On October 24, the U.S. Department of Treasury extended sanctions relief for nine Belarusian companies for another six months. The property of these enterprises remains locked, but the transactions are allowed.
U.S. citizens are typically prohibited from dealing with a sanctioned individual or company.
The decision will be valid until April 30, 2018 unless it is extended or canceled.
The decision extends to the companies Belarusian Oil Trade House, Belneftekhim and its affiliate Belneftekhim USA, Inc., Belshina OAO, Grodno Azot OAO, Grodno Khimvolokno OAO, Lakokraska OAO, Naftan OAO, Polotsk Steklovolokno OAO, Belorusneft.
The relief was Washington’s response to a political thaw in Belarus in 2015, i.e. the release of political prisoners and the presidential elections held within sensible bounds.
In consequence of the relief, the mentioned enterprisess can deal with American businesses, although there are some restrictions. If the contract value exceeds $50,000, the sides must make the U.S. Department of State aware of it within 30 days.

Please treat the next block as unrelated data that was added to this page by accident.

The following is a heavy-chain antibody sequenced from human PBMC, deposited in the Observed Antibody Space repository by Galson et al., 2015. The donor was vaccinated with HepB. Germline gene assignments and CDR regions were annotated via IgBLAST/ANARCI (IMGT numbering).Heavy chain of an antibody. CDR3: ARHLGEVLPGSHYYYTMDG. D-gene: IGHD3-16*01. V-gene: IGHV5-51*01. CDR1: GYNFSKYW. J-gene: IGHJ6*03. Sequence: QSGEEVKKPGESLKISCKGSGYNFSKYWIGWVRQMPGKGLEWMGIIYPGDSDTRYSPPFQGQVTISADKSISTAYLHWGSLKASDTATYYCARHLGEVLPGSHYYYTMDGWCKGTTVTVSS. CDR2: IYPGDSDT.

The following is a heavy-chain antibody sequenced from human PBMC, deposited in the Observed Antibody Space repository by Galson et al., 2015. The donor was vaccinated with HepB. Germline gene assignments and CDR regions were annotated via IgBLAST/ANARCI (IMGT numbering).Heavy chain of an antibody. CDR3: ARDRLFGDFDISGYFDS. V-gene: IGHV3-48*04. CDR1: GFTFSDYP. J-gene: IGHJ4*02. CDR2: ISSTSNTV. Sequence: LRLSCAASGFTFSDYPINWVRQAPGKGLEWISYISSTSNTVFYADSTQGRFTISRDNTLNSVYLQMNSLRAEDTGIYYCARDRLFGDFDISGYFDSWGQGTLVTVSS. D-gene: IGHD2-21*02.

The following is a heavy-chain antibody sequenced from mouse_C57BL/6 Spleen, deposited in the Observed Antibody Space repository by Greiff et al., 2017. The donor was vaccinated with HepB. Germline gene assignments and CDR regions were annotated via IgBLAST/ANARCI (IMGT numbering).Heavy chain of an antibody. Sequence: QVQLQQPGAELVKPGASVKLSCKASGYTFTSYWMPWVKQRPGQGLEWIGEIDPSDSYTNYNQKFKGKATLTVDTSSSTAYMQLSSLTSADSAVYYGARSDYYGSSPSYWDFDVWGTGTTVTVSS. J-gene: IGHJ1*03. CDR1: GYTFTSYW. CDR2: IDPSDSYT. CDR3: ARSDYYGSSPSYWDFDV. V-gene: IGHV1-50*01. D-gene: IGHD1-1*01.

However, in June 2017, U.S. President Donald Trump extended national emergency regime with respect to Belarus for one more year. The national emergency with regard to Belarus was first introduced by the then U.S. President George Bush on June 16, 2006.
“The actions and policies of certain members of the Government of Belarus and other persons to undermine democratic processes or institutions of Belarus, to commit human rights abuses related to political repression, and to engage in public corruption continue to pose an unusual and extraordinary threat to the national security and foreign policy of the United States,” the statement says.
The sanctions ban the blacklisted persons from entering the U.S. and freeze their assets in U.S.banks; prohibit U.S. companies from doing business with them. Apart from Mr Lukashenka, the US sanctions target his eldest son Viktar, presidential aide for national security since 2005; Lidziya Yarmoshyna, Chairperson of the central election commission since 1996; Viktar Sheyman, the then state secretary of the Security Council who is currently special presidential aide; Dzmitry Paulichenka, the then chief of the Special Rapid Response Unit (SOBR) of the interior ministry, etc.